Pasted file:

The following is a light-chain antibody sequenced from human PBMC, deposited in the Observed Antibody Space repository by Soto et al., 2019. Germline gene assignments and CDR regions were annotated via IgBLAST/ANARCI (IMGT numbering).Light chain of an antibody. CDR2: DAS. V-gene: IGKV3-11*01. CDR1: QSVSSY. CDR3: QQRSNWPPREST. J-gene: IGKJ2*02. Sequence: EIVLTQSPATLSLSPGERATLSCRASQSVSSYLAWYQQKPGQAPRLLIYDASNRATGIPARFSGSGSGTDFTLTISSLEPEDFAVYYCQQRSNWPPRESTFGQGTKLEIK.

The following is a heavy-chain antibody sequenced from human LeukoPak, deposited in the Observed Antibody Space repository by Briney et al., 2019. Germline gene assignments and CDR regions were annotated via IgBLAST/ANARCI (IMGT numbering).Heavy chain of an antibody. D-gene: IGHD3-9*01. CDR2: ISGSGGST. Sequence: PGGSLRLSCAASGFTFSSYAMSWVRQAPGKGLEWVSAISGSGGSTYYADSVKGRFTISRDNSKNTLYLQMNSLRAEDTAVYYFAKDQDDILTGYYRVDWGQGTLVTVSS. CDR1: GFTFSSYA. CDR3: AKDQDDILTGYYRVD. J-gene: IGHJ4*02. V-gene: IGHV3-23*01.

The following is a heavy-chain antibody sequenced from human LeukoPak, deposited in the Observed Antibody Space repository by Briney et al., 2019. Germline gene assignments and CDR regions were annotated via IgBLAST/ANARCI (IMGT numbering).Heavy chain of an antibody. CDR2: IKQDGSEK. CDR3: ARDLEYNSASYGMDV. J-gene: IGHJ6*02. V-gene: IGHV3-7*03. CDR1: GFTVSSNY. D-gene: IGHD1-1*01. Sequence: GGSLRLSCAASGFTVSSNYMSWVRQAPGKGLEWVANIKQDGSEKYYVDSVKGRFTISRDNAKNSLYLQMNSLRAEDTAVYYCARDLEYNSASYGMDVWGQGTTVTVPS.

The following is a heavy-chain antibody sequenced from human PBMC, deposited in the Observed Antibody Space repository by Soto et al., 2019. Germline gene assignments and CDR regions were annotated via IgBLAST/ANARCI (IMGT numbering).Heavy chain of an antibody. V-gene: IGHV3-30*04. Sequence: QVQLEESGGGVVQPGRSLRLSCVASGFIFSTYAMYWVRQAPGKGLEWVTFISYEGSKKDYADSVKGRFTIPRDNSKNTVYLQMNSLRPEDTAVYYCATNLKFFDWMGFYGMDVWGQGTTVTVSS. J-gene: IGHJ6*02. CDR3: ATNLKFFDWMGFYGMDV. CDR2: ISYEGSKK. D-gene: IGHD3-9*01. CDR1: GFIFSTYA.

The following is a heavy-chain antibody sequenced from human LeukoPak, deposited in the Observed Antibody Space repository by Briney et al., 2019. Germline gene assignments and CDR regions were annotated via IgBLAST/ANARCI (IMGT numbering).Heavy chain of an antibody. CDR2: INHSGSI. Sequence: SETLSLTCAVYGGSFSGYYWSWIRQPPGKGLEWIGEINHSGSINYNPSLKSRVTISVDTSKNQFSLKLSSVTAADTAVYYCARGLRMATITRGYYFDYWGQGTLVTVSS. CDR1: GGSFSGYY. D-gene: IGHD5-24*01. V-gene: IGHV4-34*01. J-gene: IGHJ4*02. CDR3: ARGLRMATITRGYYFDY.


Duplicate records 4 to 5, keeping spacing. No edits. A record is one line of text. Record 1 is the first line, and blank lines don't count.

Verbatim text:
The following is a heavy-chain antibody sequenced from human PBMC, deposited in the Observed Antibody Space repository by Soto et al., 2019. Germline gene assignments and CDR regions were annotated via IgBLAST/ANARCI (IMGT numbering).Heavy chain of an antibody. V-gene: IGHV3-30*04. Sequence: QVQLEESGGGVVQPGRSLRLSCVASGFIFSTYAMYWVRQAPGKGLEWVTFISYEGSKKDYADSVKGRFTIPRDNSKNTVYLQMNSLRPEDTAVYYCATNLKFFDWMGFYGMDVWGQGTTVTVSS. J-gene: IGHJ6*02. CDR3: ATNLKFFDWMGFYGMDV. CDR2: ISYEGSKK. D-gene: IGHD3-9*01. CDR1: GFIFSTYA.

The following is a heavy-chain antibody sequenced from human LeukoPak, deposited in the Observed Antibody Space repository by Briney et al., 2019. Germline gene assignments and CDR regions were annotated via IgBLAST/ANARCI (IMGT numbering).Heavy chain of an antibody. CDR2: INHSGSI. Sequence: SETLSLTCAVYGGSFSGYYWSWIRQPPGKGLEWIGEINHSGSINYNPSLKSRVTISVDTSKNQFSLKLSSVTAADTAVYYCARGLRMATITRGYYFDYWGQGTLVTVSS. CDR1: GGSFSGYY. D-gene: IGHD5-24*01. V-gene: IGHV4-34*01. J-gene: IGHJ4*02. CDR3: ARGLRMATITRGYYFDY.